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1. Trade reached its peak during the Gupta period. The annexation of the territory of the Satraps brought areas of exceptional wealth and fertility into the ordit of the empire. The State gathered abundant revenues in the form of custom duties at the numerous ports on the western coast like Broach Sopara, Cambay and a multitude center where most of the trade routes converged. The city of Jjjain is even now regarded as one of the seven sacred Hindu cities, slightly lower than that of Benaras in sanctity. The favoured position of the city made a succession of rulers embellish the city with various religious establishments.

2. Guilds continued to be the nodal points of commercial activity. They were almost autonomous in their internal organization. The government respected their laws. The laws governing the guilds were made by a corporation of guilds in which each guild had a member. The corporation elected a body of advisers who functioned as its functionaries. Some industrial guilds like that of the silk weavers had their own separate corporations. It is also interesting to observe that the Buddhist Sangha was rich enough to participate in commercial activities. At places the Sangha acted as the banker and lent money on interest. This was in addition to their returns from land. They too took one sixth of the produce just as the State.

The rate of interest varied. Very high rates of interest were no longer charged for overseas trade showing that there was increased confidence in that form of trade. Generally the rate was 20 per cent as against 240 of the earlier period. This lowering of the interest rate also reveals abundance of goods and conquest decrease in rate of profit.

3. Textiles of various kinds were manufactured. The domestic market was considerable. They had also markets in foreign countries. Silk muslim calico, Linen, wool and cotton were produced in great quantities. Western Indian was known for silk weaving. By the end of the Gupta period there was an eclipse of this industry. Possibly the in creasing use of the central Asian route and the sea-routeut China might have caused this eclipse.

However, ivory work remained at its peak and did stone-cutting and carving. In metal-work copper the chief items of production were those of copper, iron and lead. Bronze also began to be used. The pearl-fishers of western India reaped huge profits in foreign markets. A great variety of precious stones like jasper, agate quartz and lapis-lazuli were exported. Pottery indeed remained the most important part of industrial production although the earlier elegant black polished were was no longer produced.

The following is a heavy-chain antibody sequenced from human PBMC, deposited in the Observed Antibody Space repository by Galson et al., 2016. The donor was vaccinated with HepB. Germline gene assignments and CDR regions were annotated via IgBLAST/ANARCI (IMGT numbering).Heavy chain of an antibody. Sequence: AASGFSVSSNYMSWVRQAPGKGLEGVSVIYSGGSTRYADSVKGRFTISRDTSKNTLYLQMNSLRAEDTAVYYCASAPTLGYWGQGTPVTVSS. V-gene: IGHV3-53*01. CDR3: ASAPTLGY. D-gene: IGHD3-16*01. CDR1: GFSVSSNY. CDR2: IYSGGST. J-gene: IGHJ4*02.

For carrying goods pack animals and ox-drawn carts were used. In certain areas elephants were used for transport. The Ganges, Yamuna, Narbada, Godavari, Krishna and Kaveri were the maij waterways.

There was some change in the items of trade as compared to the preceding period. Chinese silk was imported in great quantities. So was ivory from Ethiopia. The import of horses from Arabia. Iran and Bactria increased during this period.

Regarding over-seas trade ships regularly crossed to Arabian Sea the Indian Ocean and the China Seas. Indian trade contacts with East Africa were continued.

It is strange to observe that in the period when commercial activity was at its apex the law-makers declared travel by sea a taboo and a great sin. Ritual purity became an obsession with both brahmins and upper castes. It was held that travel to distant lands would lead to contamination with the mlechhas (impure and non-caste people). Thapar observes that this ban had an indirect advantage to the Brahmin in the sense that it curbed the economic power of trading community.

4. It is generally held that the peoples standard of living was very high. The prosperous urban dwellers lived in comfort and ease. Indeed there was a wide variation in the pattern of living. Out-castes were made to live on the out skirts of towns. Also there was no change in the standard of living of villagers as known from the accounts of foreign travelers.

The daily life of a comfortably well-off citizen in towns is described in the Kamasutra. The citizen led a gentle existence devoted to various refinements of life. in social gatherings poetic recitations and compositions were heard. Music was another necessary accomplishment particularly the Playing of veena. The sophisticated townee has to be trained in the art of love and for this purpose the Kamasutra and other books of the same kind were written. It is also said that the courtesan was a normal feature of urban life. According to the Kamasutra the occupation of a courtesan was very demanding profession. "She was often called upon to be a cultured companion like the geisha of Japan or the haetaere of Greec".

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